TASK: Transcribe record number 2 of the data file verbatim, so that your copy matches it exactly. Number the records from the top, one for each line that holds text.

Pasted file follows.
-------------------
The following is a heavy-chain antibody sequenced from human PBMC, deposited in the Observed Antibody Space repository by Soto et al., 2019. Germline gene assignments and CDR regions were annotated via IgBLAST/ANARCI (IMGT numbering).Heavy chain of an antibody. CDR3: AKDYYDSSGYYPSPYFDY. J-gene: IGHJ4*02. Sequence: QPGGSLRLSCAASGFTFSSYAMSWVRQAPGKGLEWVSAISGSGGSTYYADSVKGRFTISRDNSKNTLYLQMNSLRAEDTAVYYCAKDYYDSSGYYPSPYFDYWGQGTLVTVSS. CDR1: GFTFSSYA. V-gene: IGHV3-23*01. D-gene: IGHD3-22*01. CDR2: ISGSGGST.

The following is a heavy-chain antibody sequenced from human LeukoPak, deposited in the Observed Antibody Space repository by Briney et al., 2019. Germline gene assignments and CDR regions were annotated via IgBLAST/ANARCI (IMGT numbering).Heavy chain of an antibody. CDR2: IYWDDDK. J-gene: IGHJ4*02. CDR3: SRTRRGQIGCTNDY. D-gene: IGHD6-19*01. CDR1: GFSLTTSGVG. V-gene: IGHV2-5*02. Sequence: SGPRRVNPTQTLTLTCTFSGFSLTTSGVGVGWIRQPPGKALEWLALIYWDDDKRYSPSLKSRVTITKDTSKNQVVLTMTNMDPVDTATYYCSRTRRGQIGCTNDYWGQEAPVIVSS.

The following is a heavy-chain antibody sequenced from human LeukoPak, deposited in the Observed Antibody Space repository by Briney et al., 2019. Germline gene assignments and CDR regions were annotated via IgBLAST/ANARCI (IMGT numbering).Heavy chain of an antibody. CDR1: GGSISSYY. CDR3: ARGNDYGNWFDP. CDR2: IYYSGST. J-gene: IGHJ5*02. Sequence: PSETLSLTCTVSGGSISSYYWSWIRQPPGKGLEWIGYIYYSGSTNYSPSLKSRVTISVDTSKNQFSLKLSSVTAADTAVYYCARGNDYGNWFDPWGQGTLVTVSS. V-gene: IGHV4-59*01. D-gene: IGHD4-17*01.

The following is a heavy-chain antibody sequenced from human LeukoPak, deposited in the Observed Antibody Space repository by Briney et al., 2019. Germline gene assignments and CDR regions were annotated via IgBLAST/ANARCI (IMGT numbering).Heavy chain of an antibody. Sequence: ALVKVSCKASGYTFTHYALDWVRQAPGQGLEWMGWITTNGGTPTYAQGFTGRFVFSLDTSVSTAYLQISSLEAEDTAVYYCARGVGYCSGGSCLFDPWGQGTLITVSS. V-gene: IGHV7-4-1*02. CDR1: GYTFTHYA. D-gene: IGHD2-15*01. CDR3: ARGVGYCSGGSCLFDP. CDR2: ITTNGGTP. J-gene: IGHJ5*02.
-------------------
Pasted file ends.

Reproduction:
The following is a heavy-chain antibody sequenced from human LeukoPak, deposited in the Observed Antibody Space repository by Briney et al., 2019. Germline gene assignments and CDR regions were annotated via IgBLAST/ANARCI (IMGT numbering).Heavy chain of an antibody. CDR2: IYWDDDK. J-gene: IGHJ4*02. CDR3: SRTRRGQIGCTNDY. D-gene: IGHD6-19*01. CDR1: GFSLTTSGVG. V-gene: IGHV2-5*02. Sequence: SGPRRVNPTQTLTLTCTFSGFSLTTSGVGVGWIRQPPGKALEWLALIYWDDDKRYSPSLKSRVTITKDTSKNQVVLTMTNMDPVDTATYYCSRTRRGQIGCTNDYWGQEAPVIVSS.